Industry 4.0

The first industrial revolution started in the eighteenth century with the use of water and steam power for production equipment. It was therefore termed as ‘mechanization’. The nineteenth century saw the use of electricity for mass production, and the industrial revolution was termed as the second industrial revolution. The third revolution started in the late twentieth century and involved the automation of product manufacturing with the aid of electronics and IT.

We are in the 21st century today, and industrial production is being largely driven by ‘autonomization’. Called as Industry 4.0, what this means is cyber – physical production based on the Internet of Things (IoT) and services. Industry 4.0 is an idea that will see new breakthroughs thanks to advancements in areas including artificial intelligence, robotics, quantum computing, 3D printing and the Internet of Things. When all these domains come together, they integrate the physical and virtual worlds, causing the 4th industrial revolution aptly called Industry 4.0

Let us dig a little deeper and understand what Industry 4.0 involves.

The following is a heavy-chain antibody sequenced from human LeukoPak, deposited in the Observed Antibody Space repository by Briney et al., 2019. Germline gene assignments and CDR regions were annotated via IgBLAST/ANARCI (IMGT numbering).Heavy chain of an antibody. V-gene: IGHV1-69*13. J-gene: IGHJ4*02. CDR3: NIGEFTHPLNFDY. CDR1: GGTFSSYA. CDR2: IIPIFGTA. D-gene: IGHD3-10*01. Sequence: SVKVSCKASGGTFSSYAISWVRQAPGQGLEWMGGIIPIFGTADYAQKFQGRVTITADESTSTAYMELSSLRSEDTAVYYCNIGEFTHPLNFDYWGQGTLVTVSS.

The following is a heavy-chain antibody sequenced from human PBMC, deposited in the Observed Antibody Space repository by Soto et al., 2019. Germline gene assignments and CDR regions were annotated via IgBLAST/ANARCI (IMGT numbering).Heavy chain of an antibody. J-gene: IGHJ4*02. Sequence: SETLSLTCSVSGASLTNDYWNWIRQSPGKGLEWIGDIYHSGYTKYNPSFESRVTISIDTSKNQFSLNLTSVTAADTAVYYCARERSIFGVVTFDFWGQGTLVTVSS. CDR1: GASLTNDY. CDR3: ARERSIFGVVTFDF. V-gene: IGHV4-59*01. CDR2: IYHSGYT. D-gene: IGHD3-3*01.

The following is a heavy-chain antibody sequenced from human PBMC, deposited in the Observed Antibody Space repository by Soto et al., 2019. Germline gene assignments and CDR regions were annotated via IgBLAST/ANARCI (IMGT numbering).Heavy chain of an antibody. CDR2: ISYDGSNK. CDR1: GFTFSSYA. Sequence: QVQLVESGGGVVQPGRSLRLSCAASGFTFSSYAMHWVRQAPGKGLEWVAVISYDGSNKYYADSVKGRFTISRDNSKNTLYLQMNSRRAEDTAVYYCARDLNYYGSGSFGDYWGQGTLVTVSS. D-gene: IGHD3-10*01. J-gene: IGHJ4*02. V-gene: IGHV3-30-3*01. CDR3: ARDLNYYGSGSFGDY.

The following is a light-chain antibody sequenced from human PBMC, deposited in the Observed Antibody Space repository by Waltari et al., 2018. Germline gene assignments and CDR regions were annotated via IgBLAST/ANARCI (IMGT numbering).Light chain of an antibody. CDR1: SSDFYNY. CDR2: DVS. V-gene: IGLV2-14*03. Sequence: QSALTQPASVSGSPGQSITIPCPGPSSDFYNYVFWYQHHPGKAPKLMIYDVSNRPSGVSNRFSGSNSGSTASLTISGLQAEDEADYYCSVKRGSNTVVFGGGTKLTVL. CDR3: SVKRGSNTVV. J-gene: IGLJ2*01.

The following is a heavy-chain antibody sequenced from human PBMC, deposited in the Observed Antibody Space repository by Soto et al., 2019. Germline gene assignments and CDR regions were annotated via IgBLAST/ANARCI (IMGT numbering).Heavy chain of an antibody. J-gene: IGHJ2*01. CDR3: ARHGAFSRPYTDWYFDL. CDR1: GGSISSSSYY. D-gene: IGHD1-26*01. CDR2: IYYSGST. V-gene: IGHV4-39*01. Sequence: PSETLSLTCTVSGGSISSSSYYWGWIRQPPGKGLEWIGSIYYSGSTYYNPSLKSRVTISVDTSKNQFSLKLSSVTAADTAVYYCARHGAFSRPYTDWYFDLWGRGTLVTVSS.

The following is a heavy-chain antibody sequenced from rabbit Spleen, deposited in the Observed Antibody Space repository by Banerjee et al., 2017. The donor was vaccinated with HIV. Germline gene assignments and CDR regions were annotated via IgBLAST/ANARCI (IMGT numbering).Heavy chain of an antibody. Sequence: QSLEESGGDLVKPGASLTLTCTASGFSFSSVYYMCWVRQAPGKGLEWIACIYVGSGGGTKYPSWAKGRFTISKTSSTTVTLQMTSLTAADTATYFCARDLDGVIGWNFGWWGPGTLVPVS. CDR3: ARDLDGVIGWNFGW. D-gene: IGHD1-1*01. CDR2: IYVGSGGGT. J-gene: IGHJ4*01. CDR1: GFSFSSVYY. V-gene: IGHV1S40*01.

Industry 4.0 combines IoT (infrastructural requirement) and cyber physical systems (technical requirement) to create a smart factory. These smart factories will have a radical approach to production. Products manufactured in a smart factory will always be identifiable and located. Their history, current state and future activities that are necessary to get the final look are known anytime.  Industry 4.0 should usher a new phase for companies involved in manufacturing and supply chain management by combining physical production and operations with smart digital technology, machine learning, and big data. In turn, this will create a more holistic and better connected ecosystem. Industry 4.0 will increase productivity, foster industrial growth and change the economic dynamics of savvy manufacturing companies, giving them a competitive edge. Industry 4.0 is not a single technology in isolation; rather it is a holistic integration of different technologies. A few key technologies involved in Industry 4.0 are described below.

Big Data
Big data is the heart and soul of Industry 4.0 In manufacturing, for example, improvements and efficiencies in the analysis of big data are expected to bring billions of rupees to the industry over the next five years. Using big data analysis, machines will be able to transform into context-aware, conscious, and self-learner devices. This transformation will give devices the ability to make a self diagnosis and prevent potential disruptions in production process. Such machines will also be able to self-calibrate and prioritize between tasks to optimize production quality or efficiency.

Model Simulation